X, the platform formerly known as Twitter, announced it will allow political advertising back on the platform – reversing a global ban on political ads since 2019. The move is the latest to stoke concerns about the ability of big tech to police online misinformation ahead of the 2024 elections – and X is not the only platform being scrutinised.
Social media firms’ handlings of misinformation and divisive speech reached a breaking point in the 2020 US presidential elections when Donald Trump used online platforms to rile up his base, culminating in the storming of the Capitol building on 6 January 2021. But in the time since, companies have not strengthened their policies to prevent such crises, instead slowly stripping protections away. This erosion of safeguards, coupled with the rise of artificial intelligence, could create a perfect storm for 2024, experts warn.
As the election cycle heats up, Twitter’s move this week is not the first to raise major concerns about the online landscape for 2024 – and it won’t be the last.
Musk’s free speech fantasy
Twitter’s change to election advertising policies is hardly surprising to those following the platform’s evolution under the leadership of Elon Musk, who purchased the company in 2022. In the months since his takeover, the erratic billionaire has made a number of unilateral changes to the site – not least of all the rebrand of Twitter to X.
Many of these changes have centered on Musk’s goal to make Twitter profitable at all costs. The platform, he complained, was losing $4m per day at the time of his takeover, and he stated in July that its cash flow was still in the negative. More than half of the platform’s top advertisers have fled since the takeover – roughly 70% of the platforms leading advertisers were not spending there as of last December. For his part, this week Musk threatened to sue the Anti-Defamation League, saying, “based on what we’ve heard from advertisers, ADL seems to be responsible for most of our revenue loss”. Whatever the reason, his decision to re-allow political advertisers could help boost revenue at a time when X sorely needs it.
But it’s not just about money. Musk has identified himself as a “free speech absolutist” and seems hell bent on turning the platform into a social media free-for-all. Shortly after taking the helm of Twitter, he lifted bans on the accounts of Trump and other rightwing super-spreaders of misinformation. Ahead of the elections, he has expressed a goal of turning Twitter into “digital town square” where voters and candidates can discuss politics and policies – solidified recently by its (disastrous) hosting of Republican governor Ron DeSantis’s campaign announcement.
Misinformation experts and civil rights advocates have said this could spell disaster for future elections. “Elon Musk is using his absolute control over Twitter to exert dangerous influence over the 2024 election,” said Imran Ahmed, head of the Center for Countering Digital Hate, a disinformation and hate speech watchdog that Musk himself has targeted in recent weeks.
In addition to the policy changes, experts warn that the massive workforce reduction Twitter has carried out under Musk could impact the ability to deal with misinformation, as trust and safety teams are now reported to be woefully understaffed.
Let the misinformation wars begin
Some of Trump’s Facebook ads for the 2020 US election campaign. Illustration: Griffin Barnett/The Guardian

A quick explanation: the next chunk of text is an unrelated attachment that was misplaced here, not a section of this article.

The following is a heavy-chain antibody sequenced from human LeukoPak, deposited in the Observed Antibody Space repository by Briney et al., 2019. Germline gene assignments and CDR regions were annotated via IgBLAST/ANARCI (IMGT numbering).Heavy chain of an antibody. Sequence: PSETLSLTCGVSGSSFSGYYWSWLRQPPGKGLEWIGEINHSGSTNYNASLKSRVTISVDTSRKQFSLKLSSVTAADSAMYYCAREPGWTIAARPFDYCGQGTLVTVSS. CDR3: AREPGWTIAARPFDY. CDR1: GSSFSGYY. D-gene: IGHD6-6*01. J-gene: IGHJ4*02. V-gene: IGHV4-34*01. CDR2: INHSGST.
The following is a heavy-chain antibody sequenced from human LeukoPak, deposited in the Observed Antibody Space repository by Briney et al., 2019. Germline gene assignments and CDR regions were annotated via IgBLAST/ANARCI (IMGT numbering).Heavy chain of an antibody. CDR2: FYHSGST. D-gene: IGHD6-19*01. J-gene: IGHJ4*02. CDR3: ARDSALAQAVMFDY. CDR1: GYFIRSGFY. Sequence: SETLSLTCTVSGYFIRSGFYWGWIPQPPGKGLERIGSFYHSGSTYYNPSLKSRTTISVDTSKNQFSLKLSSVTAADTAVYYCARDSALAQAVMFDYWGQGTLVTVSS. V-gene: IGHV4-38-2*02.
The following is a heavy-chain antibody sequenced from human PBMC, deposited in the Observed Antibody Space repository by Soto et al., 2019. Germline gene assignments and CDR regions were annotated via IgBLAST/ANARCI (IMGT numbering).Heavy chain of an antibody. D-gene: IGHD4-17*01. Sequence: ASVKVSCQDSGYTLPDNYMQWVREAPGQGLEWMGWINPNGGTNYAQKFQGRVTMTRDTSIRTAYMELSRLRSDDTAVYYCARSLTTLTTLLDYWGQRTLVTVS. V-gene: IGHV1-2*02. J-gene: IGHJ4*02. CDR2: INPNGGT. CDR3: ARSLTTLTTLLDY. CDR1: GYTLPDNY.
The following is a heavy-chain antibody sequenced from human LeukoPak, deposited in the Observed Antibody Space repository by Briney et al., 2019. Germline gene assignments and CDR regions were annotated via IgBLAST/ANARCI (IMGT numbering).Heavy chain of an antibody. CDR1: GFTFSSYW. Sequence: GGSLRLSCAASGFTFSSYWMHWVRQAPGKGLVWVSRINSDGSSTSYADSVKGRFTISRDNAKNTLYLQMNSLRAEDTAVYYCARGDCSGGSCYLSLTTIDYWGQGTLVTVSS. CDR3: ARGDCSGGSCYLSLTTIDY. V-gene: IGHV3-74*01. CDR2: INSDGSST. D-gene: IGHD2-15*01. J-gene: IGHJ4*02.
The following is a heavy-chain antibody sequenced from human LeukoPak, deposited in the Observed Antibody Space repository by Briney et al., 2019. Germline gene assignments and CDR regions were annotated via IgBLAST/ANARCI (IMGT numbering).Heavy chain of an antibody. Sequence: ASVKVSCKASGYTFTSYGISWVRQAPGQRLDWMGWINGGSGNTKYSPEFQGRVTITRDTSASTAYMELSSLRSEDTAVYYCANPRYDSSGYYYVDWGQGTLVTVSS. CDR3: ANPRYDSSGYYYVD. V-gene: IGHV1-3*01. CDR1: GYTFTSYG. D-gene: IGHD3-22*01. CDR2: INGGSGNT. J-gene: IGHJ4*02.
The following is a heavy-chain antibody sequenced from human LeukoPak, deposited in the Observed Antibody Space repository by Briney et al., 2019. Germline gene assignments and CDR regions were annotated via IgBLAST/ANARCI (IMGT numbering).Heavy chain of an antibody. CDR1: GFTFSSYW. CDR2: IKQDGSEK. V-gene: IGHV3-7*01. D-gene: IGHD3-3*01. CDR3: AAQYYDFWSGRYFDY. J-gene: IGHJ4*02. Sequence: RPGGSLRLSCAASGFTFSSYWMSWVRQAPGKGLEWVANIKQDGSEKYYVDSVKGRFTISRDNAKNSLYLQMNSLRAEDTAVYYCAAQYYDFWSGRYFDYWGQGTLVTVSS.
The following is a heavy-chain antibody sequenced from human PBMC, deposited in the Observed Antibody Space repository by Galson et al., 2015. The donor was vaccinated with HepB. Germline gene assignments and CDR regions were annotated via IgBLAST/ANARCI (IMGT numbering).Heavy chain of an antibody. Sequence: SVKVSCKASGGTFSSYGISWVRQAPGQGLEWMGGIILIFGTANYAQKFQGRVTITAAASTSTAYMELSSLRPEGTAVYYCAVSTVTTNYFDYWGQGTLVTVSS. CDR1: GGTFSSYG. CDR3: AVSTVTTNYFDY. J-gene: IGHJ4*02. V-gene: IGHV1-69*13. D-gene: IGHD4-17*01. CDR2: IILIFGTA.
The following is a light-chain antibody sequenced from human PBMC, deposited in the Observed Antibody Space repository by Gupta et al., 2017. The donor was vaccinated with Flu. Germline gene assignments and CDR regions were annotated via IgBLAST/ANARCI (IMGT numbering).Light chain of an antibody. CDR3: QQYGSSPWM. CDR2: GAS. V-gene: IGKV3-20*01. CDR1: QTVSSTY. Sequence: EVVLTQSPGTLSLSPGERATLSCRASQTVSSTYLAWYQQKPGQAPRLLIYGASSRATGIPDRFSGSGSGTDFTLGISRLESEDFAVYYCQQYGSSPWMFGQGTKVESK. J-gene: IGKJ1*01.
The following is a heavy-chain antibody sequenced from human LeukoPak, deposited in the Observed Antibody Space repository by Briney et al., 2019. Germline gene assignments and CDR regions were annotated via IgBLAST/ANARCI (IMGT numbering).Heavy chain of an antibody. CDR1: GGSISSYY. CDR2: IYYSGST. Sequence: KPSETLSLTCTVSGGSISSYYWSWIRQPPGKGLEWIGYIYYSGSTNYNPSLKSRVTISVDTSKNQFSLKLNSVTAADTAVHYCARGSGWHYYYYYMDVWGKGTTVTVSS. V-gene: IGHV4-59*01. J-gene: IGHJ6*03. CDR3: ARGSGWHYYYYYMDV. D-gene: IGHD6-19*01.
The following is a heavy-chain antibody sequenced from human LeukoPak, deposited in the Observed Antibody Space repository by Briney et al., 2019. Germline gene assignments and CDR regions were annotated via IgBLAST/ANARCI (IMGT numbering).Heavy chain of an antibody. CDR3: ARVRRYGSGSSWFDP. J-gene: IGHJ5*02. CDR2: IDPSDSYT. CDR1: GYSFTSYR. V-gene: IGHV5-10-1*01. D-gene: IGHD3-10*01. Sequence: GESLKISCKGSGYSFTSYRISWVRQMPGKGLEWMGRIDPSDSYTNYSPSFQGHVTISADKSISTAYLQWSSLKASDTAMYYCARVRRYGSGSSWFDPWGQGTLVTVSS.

While Musk’s decisions have been the most high profile in recent weeks, it is not the only platform whose policies have raised alarm. In June, YouTube reversed its election integrity policy, now allowing content contesting the validity of the 2020 elections to remain on the platform. Meanwhile, Meta has also reinstated accounts of high-profile spreaders of misinformation, including Donald Trump and Robert F Kennedy Jr.
Experts say these reversals could create an environment similar to that which fundamentally threatened democracy in 2020. But now there is an added risk: the meteoric rise of artificial intelligence tools. Generative AI, which has increased its capabilities in the last year, could streamline the ability to manipulate the public on a massive scale.
Meta has a longstanding policy that exempts political ads from its misinformation policies and has declined to state whether that immunity will extend to manipulated and AI-generated images in the upcoming elections. Civil rights watchdogs have envisioned a worst-case scenario in which voters’ feeds are flooded with deceptively altered and fabricated images of political figures, eroding their ability to trust what they read online and chipping away at the foundations of democracy.
While Twitter is not the only company rolling back its protections against misinformation, its extreme stances are moving the goalposts for the entire industry. The Washington Post reported this week that Meta was considering banning all political advertising on Facebook, but reversed course to better compete with its rival Twitter, which Musk had promised to transform into a haven for free speech. Meta also dissolved its Facebook Journalism Project, tasked with promoting accurate information online, and its “responsible innovation team,” which monitored the company’s products for potential risks, according to the Washington Post.
Twitter may be the most scrutinised in recent weeks, but it’s clear that almost all platforms are moving towards an environment in which they throw up their hands and say they cannot or will not police dangerous misinformation online – and that should concern us all.
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